“I might have been alone in a painted landscape. The sky was still and blue, and the high cauliflower clouds over the south seemed to hang without movement. Against their curded bases the fells curved and folded, blue foothills of the Pennines giving way to the misty green of pasture, where, small in the distance as hedge-parsley, trees showed in the folded valleys, symbols, perhaps, of houses and farms. But in all that windless, wide landscape, I could see no sign of man’s hand, except the lines – as old as the ridge-and-furrow of the pasture below me – as the dry stone walls, and the arrogant stride of the great wall which Hadrian had driven across Northumberland, nearly two thousand years ago.”
Mary Grey had only arrived in England, from Canada, a few days ago but she already felt at home, she was already a little in love with the English countryside.
But she found out that she wasn’t alone. A man approached her, convinced that she was his cousin Annabel, who had disappeared nine years ago. She assured him that she wasn’t. That he was mistaken.
The man was Connor Winslow, Con, and he was the manager of his great-uncle’s estate, Whitescar. He looked after the land and his half-sister, Lisa managed the house. And Con had an extraordinary idea: Mary should impersonate Annabel.
Matthew Winslow was dying, and he refused to believe that his grand-daughter was dead. Annabel was still named as the heir to his estate and his fortune in his will. Con wanted Mary to pose as Annabel, to claim her inheritance. She would be paid a substantial amount of money from the estate and he would save the family home he loved.
The idea seemed ludicrous. And yet …
Mary went to Whitescar. But she soon that realised, for all that Con and Lisa had told her, there were things she didn’t know. Things they had chosen not to tell her. And things that they didn’t know.
Who was Annabel? Who was Mary?
Mary Stewart wraps up a mystery and an emotional family drama with some lovely gothic touches
Yes, the plot does sound unbelievable, but she makes it work.
She attends to the practical details. Only a few people need be deceived for a very short time, and Annabel has been away for a long time. You can change a great detail, forget a certain amount, between the ages of nineteen and twenty-eight, and Mary’s own life history can be used to account for Annabel’s ‘lost years’.
And she writes it beautifully. Descriptions of the house and the country are beautifully and naturally written, the characters and their conversations are utterly real, the motions rang true, and I found it very easy to be drawn in.
There were so many gentle plot twists, so many emotional changes, and my involvement with the story never faltered.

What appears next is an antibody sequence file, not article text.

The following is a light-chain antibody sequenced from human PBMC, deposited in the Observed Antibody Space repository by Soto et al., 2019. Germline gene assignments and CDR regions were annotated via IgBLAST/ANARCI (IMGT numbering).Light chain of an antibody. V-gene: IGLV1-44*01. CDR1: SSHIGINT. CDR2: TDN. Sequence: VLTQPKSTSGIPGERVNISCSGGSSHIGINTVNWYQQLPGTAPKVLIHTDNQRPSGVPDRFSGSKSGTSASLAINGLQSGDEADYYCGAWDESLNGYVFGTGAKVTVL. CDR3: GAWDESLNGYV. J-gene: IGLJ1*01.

There were lovely details too. Annabel’s cousin, Julie, was the same age that Annabel when she disappeared. Julie’s boyfriend, Donald, was an archaeologist involved with a project at a Roman fort in the area. And the plotters themselves note the similarity of their plan to Josephine Tey’s Brat Farrar …
The romance that I expected in a Mary Stewart novel arrived a little late, and the grand finale was everything a finale should be.
Having Mary tell the story was a wise decision. I questioned her reliability, and I wondered what she might be holding back, but now that her story is done I can’t fault her narration. I understand the reasons for everything she said and did; and for everything that she didn’t say and didn’t do.
I wonder if it’s significant that the author gave her leading lady her own name … ?
I had an idea how the plot would be resolved, and I got a lot of it but not everything.
A couple of small niggles: a few women characters a little too accepting of their situations, a few male characters a little undeveloped, and the unbelievability of the deception at the centre of the plot.
That leaves me incline to say that this is a book to read when you want to be entertained, but not when you want to be too analytical.
But, having said that, I can’t fault the logic. Now I look back I can see that there were clues. And I think that if I went back to the beginning and read The Ivy Tree all over again the logic would still hold up, and I would admire the cleverness of the construction.
I probably will one day, but I have a good number of Mary Stewart’s novels still unread to attend to first.
I’ve read ‘Rose Cottage’, ‘Thunder on the Right’ and this one, and if there are any of the others that you can particularly recommend I’d love to know.
The Crime Fiction Alphabet is hosted by Kerrie at Mysteries in Paradise.
“Each week, beginning Monday 21 May 2012, you have to write a blog post about crime fiction related to the letter of the week …”
So next week, I is for … ?